While I absolutely loved this series overall, I do have two complaints about it. The first is that it feels overly short. I felt like I'd only just started watching, and then suddenly it was over. The second complaint is a little more complex.
I really did love watching Daikichi and Rin's relationship develop, and I found the show's exploration of parenting and being a single parent to be fascinating. However, as someone who doesn't personally wish to ever have children, I did raise an eyebrow at the series' slight demonization of those who simply don't want kids. Rin's mother was one such person. She only had Rin because Daikichi's grandfather convinced her to – left to her own devices, she probably would have never become a mother. Her entire goal was to become a famous manga artist, and her career and lifestyle didn't lend itself to taking proper care of a child. One of the reasons I'd like to read the manga is to find out what the manga does with her as a character – in the anime, she seemed to be rushing towards her own self-destruction, overworking herself maybe as a sort of self-punishment (for choosing her career over motherhood).
Daikichi's sister was another character who didn't seem to want to be a mother. Her husband (fiance? can't remember) wanted a child right away, while she didn't. She wanted to keep her career, and she wanted to be able to go out at night and have a few drinks whenever. When she asked Daikichi about being a parent, his response was something along the lines of “You get used to the changes you have to make in your life. You'll be fine, you'll find that out once you have kids.” It's the kind of thing I'm told from time to time, and I hate it, because what happens if that's not the case? It sounds like a terrible situation for both the parent and the child.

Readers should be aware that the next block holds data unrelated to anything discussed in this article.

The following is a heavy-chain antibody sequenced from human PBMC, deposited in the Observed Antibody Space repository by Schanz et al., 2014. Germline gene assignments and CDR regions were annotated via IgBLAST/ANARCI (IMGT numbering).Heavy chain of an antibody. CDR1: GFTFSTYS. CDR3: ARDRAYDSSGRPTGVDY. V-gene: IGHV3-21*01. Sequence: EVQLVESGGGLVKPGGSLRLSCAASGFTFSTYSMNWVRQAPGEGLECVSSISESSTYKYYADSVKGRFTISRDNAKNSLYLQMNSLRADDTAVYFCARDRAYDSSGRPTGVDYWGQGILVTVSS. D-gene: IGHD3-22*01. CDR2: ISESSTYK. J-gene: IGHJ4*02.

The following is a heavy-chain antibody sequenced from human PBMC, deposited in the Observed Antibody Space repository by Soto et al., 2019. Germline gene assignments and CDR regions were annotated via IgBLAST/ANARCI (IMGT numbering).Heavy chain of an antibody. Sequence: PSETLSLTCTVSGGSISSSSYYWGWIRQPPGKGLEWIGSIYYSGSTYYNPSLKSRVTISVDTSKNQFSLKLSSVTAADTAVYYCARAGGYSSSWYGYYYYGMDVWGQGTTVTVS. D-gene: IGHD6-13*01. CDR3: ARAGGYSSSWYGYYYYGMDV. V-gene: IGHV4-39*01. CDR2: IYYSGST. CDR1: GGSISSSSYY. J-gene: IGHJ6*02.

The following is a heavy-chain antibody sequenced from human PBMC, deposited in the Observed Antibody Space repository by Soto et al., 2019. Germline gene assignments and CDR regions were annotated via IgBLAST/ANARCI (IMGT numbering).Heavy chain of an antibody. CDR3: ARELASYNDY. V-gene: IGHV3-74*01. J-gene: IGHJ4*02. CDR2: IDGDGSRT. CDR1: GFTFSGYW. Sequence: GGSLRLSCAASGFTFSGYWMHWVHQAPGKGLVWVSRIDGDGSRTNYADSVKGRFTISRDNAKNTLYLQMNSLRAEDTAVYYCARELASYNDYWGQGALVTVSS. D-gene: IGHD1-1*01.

So, yeah, it's a cute series, but I wasn't always comfortable with what it seemed to be saying about adults who are childless by choice. Even if that's a huge hot button issue for you, you may still enjoy this show – just keep in mind that this series is very pro-wanting kids.
Be sure to watch past the closing credits of each episode. There's always a little more to see, and a little more Bunny Drop is a good thing.
Watch-alikes and Read-alikes:
- Chi's Sweet Home (manga) by Konami Kanata; Chi's Sweet Home (anime TV series) - In this series, the newcomer isn't a child, but rather a kitten. The Yamada family finds and takes in Chi, their very first pet and first kitten. They have to figure out how to hide her from their landlord (their apartment doesn't allow pets), feed her, entertain her, convince her to use the litter box, and more. This would be a good series for those who'd like another relaxing, cute, and sweet slice-of-life series. For those who liked Rin, the Yamada family's young son, Yohei, might be another draw. I have written about the first volume of the manga and Chi's Sweet Home - Chi's New Address.
- Yotsuba&! (manga) by Kiyohiko Azuma - Those who'd like another series based on the premise of a single guy taking in a young child might want to try this. It's a bit goofier than Bunny Drop but should still satisfy a need for something cute, sweet, and a bit funny.
- Listen To Me Girls, I am Your Father! (anime TV series) - I haven't seen this yet, but it looks like it would be good for those looking for another series about a single guy who suddenly has to figure out how to be a parent. I'm pretty sure this is more focused on humor than Bunny Drop, but, like I said, I haven't seen it yet.
- Natsume's Book of Friends (manga) by Yuki Midorikawa; Natsume's Book of Friends (anime TV series) - Those who'd like another relaxing, heart-tugging, sweet series might want to give this a try. Like Rin, the main character of this series just makes you want to hug him - he's been shuffled around various homes for almost as long as he can remember, and it takes him a while to come to trust the couple he's currently living with and the friends he gradually makes. The series has strong fantasy elements, but don't let that scare you off. I've written about all four seasons of the anime.